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See detailChanges in intestinal microbial ecophysiology as related to the carbohydrate composition of barleys and oats cultivars in an in vitro model of the pig gastrointestinal tract
Bindelle, Jérôme ULg; Pieper, Robert; Leterme, Pascal et al

in Livestock Science (2010), 133

The influence of variation in carbohydrate (CHO) composition within the same type of cereal on intestinal fermentation patterns and microbial community composition in the pig is unknown. Ten hulless ... [more ▼]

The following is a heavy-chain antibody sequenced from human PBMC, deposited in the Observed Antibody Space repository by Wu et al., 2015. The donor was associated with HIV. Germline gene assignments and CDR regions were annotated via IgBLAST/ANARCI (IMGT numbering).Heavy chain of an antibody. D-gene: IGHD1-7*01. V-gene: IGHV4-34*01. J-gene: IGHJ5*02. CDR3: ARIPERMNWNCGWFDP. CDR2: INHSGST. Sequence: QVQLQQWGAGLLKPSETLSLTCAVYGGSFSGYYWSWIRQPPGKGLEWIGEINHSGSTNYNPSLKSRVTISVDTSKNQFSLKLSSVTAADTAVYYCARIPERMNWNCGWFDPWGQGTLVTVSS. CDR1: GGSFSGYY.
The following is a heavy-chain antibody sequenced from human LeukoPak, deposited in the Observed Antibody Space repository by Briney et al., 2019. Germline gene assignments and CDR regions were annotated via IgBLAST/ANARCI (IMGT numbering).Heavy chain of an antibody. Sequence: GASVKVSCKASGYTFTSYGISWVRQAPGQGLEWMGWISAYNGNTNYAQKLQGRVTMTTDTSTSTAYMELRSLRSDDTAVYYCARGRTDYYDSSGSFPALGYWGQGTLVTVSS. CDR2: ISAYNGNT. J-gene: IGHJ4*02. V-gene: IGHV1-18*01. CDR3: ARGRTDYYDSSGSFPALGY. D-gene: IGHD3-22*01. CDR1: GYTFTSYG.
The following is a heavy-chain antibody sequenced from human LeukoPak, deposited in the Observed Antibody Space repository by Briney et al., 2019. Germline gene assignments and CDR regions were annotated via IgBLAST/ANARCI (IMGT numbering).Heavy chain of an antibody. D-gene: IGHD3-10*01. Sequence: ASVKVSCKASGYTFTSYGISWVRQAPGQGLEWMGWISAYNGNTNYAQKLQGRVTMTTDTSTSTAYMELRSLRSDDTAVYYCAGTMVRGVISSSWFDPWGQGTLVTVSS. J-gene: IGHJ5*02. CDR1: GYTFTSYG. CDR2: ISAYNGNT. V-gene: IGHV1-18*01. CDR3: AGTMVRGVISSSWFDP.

The influence of variation in carbohydrate (CHO) composition within the same type of cereal on intestinal fermentation patterns and microbial community composition in the pig is unknown. Ten hulless barleys (HLB), 6 hulled barleys (HB), 6 oats (O) and 6 oat groats (OG) were studied in vitro. These cultivars differed in β-glucan, non-starch polysaccharides (total, soluble and insoluble), starch content and structure. They were hydrolyzed enzymatically, inoculated with pig feces and fermented for 72h. Fermentation kinetics was modelled, and microbial composition and short-chain fatty acid (SCFA) profiles analyzed using TRFLP and gas chromatography. Multivariate analysis revealed that microbial profiles, SCFA and fermentation parameters were affected by CHO composition but differently according to the grain type (HLB, HB, O or OG). Members of Clostridium cluster XIVa were associated to higher amylose contents and butyrate production in HB cultivars and in HLB cultivars. Several clostridia phylotypes were positively influenced by β-glucan content in HLB and HB. Cellulolytic Ruminococcus-like bacteria were increased with cellulose content in HB, HLB and OG and these bacteria tended to increase acetate production in general. Bacteroides-like bacteria were positively affected by amylopectin and starch content of barley cultivars. Cereal cultivars differing in CHO composition can alter the pig intestinal microbial ecophysiology to possibly improve gut health. [less ▲]